Life happens and helping a kid, pet or other unplanned stuff can lead to needs for a short coast. But it it is a regular occurrence, I’d look at the reasons and see if they can be removed/fixed. Again, might be less than even a marginal gain, but the ability to keep on the gas the whole time is an advantage of trainers that I aim to use to it’s fullest.

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Stand up on the pedals for a micro break, to take the load off my butt, and then sit back down and keep pedaling. Its also when the newer Kickr models will auto-calibrate. Kill two birds with one stone kinda thing.

I’m amazed that people suggest sitting and pedaling non-stop for 2 hours. If you need to take a load off to finish a long workout, then just do it. If you feel like something isn’t right, stop and adjust your position on the bike and for all things holy don’t reinforce poor pedaling mechanics just to say “challenge accepted.” If you want your Kickr to auto-calibrate, stand up and stop spinning.

FWIW the podcast comment started out about a 1 hour workout.


I live where it’s flat, so there’s no coasting outside and maybe as a result, it’s never occurred to me to coast inside. I also almost always have Erg on, so that could be part of it. I’m not saying I’ve never stopped and taken a break, but I’d never coast while the clock is running on the workout.


I stand up all the time. At least every 15 minutes, but I don’t stop pedaling

  • For the record, I never stipulated anything of a requirement, and certainly never said it must be “sitting” the whole time. Per my many other discussions with respect to trainer comfort and use, I strongly advocate for standing breaks even in workouts at an hour or less.

  • If you have to coast to stand on the trainer, fine. But I and many other are able to mix in standing breaks of long and short durations with no interruption to pedaling.

  • Again, I never said anything like this. Of course, if things are off or there is any other reason to stop pedaling, DO IT. This was just a comment with my experience and mentioning an option for other to try. Noting as concrete or potentially detrimental as ignoring warning signs of any kind.
  • Yup, and I shared some experience above and beyond that, for reference.

Welcome to deep-dives with TheOtherChad & WindWarrior! :wink: Our first episode was years ago, on the topic of big vs little chainring :tada:

I’ll summarize my perspective after doing a LOT of 2+ hour endurance and 2+ hour endurance+stuff rides for the past 3 years (starting on the Kickr).

Yes, I can feel my legs by the end. In a good way. Some days my legs start asking for a break after 90 minutes, and somedays it takes a full 2 hours of steady endurance with few breaks. On good days I’ll “spike the ball in the end zone” with some punchy efforts. Its not DOMs and quickly passes once off the bike. Same for 3 or 4 hours of steady endurance, although the legs feel ‘pumped’ a little longer after a 3-4 hour ride.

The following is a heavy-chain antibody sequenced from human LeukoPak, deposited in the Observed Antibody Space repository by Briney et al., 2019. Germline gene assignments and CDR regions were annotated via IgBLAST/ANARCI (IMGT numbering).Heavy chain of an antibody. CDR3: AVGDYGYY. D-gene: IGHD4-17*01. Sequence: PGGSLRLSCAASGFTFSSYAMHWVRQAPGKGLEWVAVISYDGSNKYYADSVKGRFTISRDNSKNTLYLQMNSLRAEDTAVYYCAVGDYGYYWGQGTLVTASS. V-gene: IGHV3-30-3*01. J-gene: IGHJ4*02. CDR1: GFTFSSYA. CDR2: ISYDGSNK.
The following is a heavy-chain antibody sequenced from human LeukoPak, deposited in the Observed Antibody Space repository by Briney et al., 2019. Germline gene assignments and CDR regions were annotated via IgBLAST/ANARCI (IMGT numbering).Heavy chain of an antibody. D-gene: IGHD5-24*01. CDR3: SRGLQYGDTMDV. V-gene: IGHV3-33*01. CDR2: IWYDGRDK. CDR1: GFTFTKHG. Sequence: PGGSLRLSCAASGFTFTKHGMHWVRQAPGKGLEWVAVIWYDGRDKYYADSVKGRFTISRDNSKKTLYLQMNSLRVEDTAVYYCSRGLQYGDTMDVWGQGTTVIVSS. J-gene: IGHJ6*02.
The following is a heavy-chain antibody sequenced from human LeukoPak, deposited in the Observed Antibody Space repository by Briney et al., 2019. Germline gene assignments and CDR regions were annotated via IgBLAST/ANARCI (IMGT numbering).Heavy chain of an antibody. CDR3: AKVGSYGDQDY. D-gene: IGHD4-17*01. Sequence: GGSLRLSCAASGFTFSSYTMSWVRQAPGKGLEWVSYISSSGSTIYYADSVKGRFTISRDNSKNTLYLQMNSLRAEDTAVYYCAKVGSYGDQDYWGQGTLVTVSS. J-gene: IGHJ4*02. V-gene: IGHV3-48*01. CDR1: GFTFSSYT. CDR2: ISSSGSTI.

On the 2 hour jobbers, I perceive no difference between, say, doing 121 minutes with 40 seconds of zero cadence on the Kickr, and doing 121 minutes mostly steady with a few power surges (restarting, overpasses, pushing to make a light) and a couple short traffic stops. My marginal gains come from paying attention to body position, maintaining high quality pedaling mechanics (no reinforcement of bad habits), and breathing patterns. Slow my breathing and I’ll slow my heart rate, kinda like training for free diving. N=1 and all that.

Flatland is a lot like riding on a trainer, like @Pbase said everyone around here learns early on to keep pushing the pedals :+1: That all changes when you ride outside in the hills, or even in flatland when hiding in a group and dealing with all the yo-yoing.

If you are coming from rides with a lot of coasting, doing 1 hour steady pedaling might be an eye opener, and by 2 hours your legs will likely be demanding your full attention!


I live in central Alabama. A typical road ride is mostly rolling hills and usually 50 ft/mile of elevation. About 10 years ago, my family made a trip down to the Gulf coast (Cape San Blas, FL) and I took my bike to ride there for the first time. I was very excited at the thought of how far and fast I’d be able to go without having to climb any hills. As it turned out, I was shocked at the struggle it was to be constantly pedaling without any downhills to coast for a bit. Stop pedaling and you quickly stop moving. I have family on the coast now, so I get to ride there a little more, and that is one of my big motivators while spinning away on the trainer.


My last 2 hour trainer ride I did I had 17 seconds of coasting. Kid stuff, dropped earbuds and water bottles and numb nuts can all happen. There is definitely value in choosing flatter low traffic routes for outdoor steady state work. My last such 2ish hour ride I had 2 minutes of coasting.